Publications by authors named "N Al-Mulham"

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Growth performance, intestinal histomorphology, gut microflora and ghrelin gene expression analysis of broiler by supplementing natural growth promoters: A nutrigenomics approach.

Saudi J Biol Sci 2021 Jun 13;28(6):3438-3447. Epub 2021 Mar 13.

Department of Zoology, College of Science, King Saud University, Riyadh 11451, Saudi Arabia.

In an epoch of escalating number of antibiotic-resistance bacteria, there is a dire need to develop efficient and novel feeding strategies for animal nutrition as alternatives to antibiotics. Here, implicating nutrigenomic approach, phytobiotics and organic acids were used to evaluate ghrelin gene expression levels, gut microflora composition, performance parameters and intestinal histomorphological changes in broiler chickens. One-day-old chicks (n = 315) were reared for 42 days and distributed randomly into five experimental groups; each with three replicates (21 birds per replicate). Experimental groups were control: basal diet only, antimicrobial growth promoter: 40 g/metric ton of basal diet (virginiamycin), organic acids: 4 kg/metric ton of basal diet, phytobiotics: 3 kg/metric ton of basal diet, combination: 7 kg/metric ton of basal diet (organic acids 4 kg and phytobiotics 3 kg metric ton of feed). Growth performance, histological and ghrelin gene expression analysis were executed on 21 and 42 days while, quantitative bacterial analysis of cecum and ileum was performed on day 42. Increased feed intake and body weight () were noticed in phytobiotics group. Addition of phytobiotics significantly improved () villus height and ratio of villus height/crypt depth in ileum, jejunum, and duodenum and down-regulated ghrelin gene expression levels. Total coliform and in cecal and ileal digesta were decreased significantly () in organic acids group. Correlation analysis revealed spp. were positively correlated to villus height/crypt depth ration in duodenum. The findings indicated the importance of gene-nutrient-microbiota interactions based on nutrigenomics approach. Hence, phytobiotics and organic acids might be suitable alternatives to antibiotics for improved performance and immunity, along with healthier meat production in poultry.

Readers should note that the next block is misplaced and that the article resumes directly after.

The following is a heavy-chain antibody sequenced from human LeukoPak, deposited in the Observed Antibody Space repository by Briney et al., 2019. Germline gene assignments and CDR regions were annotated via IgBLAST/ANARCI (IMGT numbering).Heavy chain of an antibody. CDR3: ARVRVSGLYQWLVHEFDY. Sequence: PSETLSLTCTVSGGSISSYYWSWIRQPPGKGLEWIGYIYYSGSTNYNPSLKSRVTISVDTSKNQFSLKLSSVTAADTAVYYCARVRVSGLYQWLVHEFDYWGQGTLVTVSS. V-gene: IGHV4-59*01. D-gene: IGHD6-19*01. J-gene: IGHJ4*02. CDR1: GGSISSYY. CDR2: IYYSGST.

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http://dx.doi.org/10.1016/j.sjbs.2021.03.008DOI Listing
http://www.ncbi.nlm.nih.gov/pmc/articles/PMC8176037PMC
June 2021
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